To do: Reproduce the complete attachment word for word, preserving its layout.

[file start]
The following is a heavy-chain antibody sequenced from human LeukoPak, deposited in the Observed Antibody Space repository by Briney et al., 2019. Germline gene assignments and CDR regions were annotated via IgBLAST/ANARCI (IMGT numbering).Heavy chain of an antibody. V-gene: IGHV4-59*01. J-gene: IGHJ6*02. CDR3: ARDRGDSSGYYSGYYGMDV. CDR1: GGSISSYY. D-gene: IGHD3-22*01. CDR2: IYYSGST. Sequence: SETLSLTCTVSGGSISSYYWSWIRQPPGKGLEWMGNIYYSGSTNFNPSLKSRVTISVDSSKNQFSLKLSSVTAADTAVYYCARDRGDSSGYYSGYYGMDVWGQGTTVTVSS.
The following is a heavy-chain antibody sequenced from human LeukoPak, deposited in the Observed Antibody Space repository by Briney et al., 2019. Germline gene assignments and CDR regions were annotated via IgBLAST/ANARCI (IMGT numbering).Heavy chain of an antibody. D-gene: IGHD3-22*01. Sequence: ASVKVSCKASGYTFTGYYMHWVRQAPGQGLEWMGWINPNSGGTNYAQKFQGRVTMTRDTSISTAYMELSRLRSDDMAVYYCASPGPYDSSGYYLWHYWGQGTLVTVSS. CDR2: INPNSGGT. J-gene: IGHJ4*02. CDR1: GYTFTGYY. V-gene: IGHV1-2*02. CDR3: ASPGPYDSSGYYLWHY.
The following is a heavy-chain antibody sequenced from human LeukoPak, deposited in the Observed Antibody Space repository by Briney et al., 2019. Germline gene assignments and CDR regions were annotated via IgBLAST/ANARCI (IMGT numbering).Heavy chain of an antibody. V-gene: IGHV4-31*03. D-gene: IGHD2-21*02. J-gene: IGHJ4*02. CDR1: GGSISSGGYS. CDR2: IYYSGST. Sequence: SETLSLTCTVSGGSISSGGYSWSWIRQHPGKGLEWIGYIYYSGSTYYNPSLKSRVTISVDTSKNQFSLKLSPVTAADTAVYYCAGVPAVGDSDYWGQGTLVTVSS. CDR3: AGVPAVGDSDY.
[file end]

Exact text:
The following is a heavy-chain antibody sequenced from human LeukoPak, deposited in the Observed Antibody Space repository by Briney et al., 2019. Germline gene assignments and CDR regions were annotated via IgBLAST/ANARCI (IMGT numbering).Heavy chain of an antibody. V-gene: IGHV4-59*01. J-gene: IGHJ6*02. CDR3: ARDRGDSSGYYSGYYGMDV. CDR1: GGSISSYY. D-gene: IGHD3-22*01. CDR2: IYYSGST. Sequence: SETLSLTCTVSGGSISSYYWSWIRQPPGKGLEWMGNIYYSGSTNFNPSLKSRVTISVDSSKNQFSLKLSSVTAADTAVYYCARDRGDSSGYYSGYYGMDVWGQGTTVTVSS.
The following is a heavy-chain antibody sequenced from human LeukoPak, deposited in the Observed Antibody Space repository by Briney et al., 2019. Germline gene assignments and CDR regions were annotated via IgBLAST/ANARCI (IMGT numbering).Heavy chain of an antibody. D-gene: IGHD3-22*01. Sequence: ASVKVSCKASGYTFTGYYMHWVRQAPGQGLEWMGWINPNSGGTNYAQKFQGRVTMTRDTSISTAYMELSRLRSDDMAVYYCASPGPYDSSGYYLWHYWGQGTLVTVSS. CDR2: INPNSGGT. J-gene: IGHJ4*02. CDR1: GYTFTGYY. V-gene: IGHV1-2*02. CDR3: ASPGPYDSSGYYLWHY.
The following is a heavy-chain antibody sequenced from human LeukoPak, deposited in the Observed Antibody Space repository by Briney et al., 2019. Germline gene assignments and CDR regions were annotated via IgBLAST/ANARCI (IMGT numbering).Heavy chain of an antibody. V-gene: IGHV4-31*03. D-gene: IGHD2-21*02. J-gene: IGHJ4*02. CDR1: GGSISSGGYS. CDR2: IYYSGST. Sequence: SETLSLTCTVSGGSISSGGYSWSWIRQHPGKGLEWIGYIYYSGSTYYNPSLKSRVTISVDTSKNQFSLKLSPVTAADTAVYYCAGVPAVGDSDYWGQGTLVTVSS. CDR3: AGVPAVGDSDY.